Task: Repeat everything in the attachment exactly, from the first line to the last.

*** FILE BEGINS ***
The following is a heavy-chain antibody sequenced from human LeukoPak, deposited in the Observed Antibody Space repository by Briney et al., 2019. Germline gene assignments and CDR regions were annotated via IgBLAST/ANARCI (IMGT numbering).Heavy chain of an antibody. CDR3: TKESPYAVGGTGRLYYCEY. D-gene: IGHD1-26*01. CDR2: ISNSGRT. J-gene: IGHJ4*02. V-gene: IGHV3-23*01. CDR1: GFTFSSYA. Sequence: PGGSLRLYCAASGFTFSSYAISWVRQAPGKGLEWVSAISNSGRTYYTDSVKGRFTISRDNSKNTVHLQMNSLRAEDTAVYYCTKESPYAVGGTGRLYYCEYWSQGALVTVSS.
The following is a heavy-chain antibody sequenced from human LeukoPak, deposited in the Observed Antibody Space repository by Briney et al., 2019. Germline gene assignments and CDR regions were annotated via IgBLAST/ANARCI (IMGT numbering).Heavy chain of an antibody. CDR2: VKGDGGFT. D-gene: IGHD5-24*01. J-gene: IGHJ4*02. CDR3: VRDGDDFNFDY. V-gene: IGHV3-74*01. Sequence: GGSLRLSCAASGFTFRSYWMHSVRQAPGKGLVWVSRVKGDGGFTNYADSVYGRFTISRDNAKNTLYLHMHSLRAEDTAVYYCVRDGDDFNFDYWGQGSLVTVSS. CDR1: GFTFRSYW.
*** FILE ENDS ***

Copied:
The following is a heavy-chain antibody sequenced from human LeukoPak, deposited in the Observed Antibody Space repository by Briney et al., 2019. Germline gene assignments and CDR regions were annotated via IgBLAST/ANARCI (IMGT numbering).Heavy chain of an antibody. CDR3: TKESPYAVGGTGRLYYCEY. D-gene: IGHD1-26*01. CDR2: ISNSGRT. J-gene: IGHJ4*02. V-gene: IGHV3-23*01. CDR1: GFTFSSYA. Sequence: PGGSLRLYCAASGFTFSSYAISWVRQAPGKGLEWVSAISNSGRTYYTDSVKGRFTISRDNSKNTVHLQMNSLRAEDTAVYYCTKESPYAVGGTGRLYYCEYWSQGALVTVSS.
The following is a heavy-chain antibody sequenced from human LeukoPak, deposited in the Observed Antibody Space repository by Briney et al., 2019. Germline gene assignments and CDR regions were annotated via IgBLAST/ANARCI (IMGT numbering).Heavy chain of an antibody. CDR2: VKGDGGFT. D-gene: IGHD5-24*01. J-gene: IGHJ4*02. CDR3: VRDGDDFNFDY. V-gene: IGHV3-74*01. Sequence: GGSLRLSCAASGFTFRSYWMHSVRQAPGKGLVWVSRVKGDGGFTNYADSVYGRFTISRDNAKNTLYLHMHSLRAEDTAVYYCVRDGDDFNFDYWGQGSLVTVSS. CDR1: GFTFRSYW.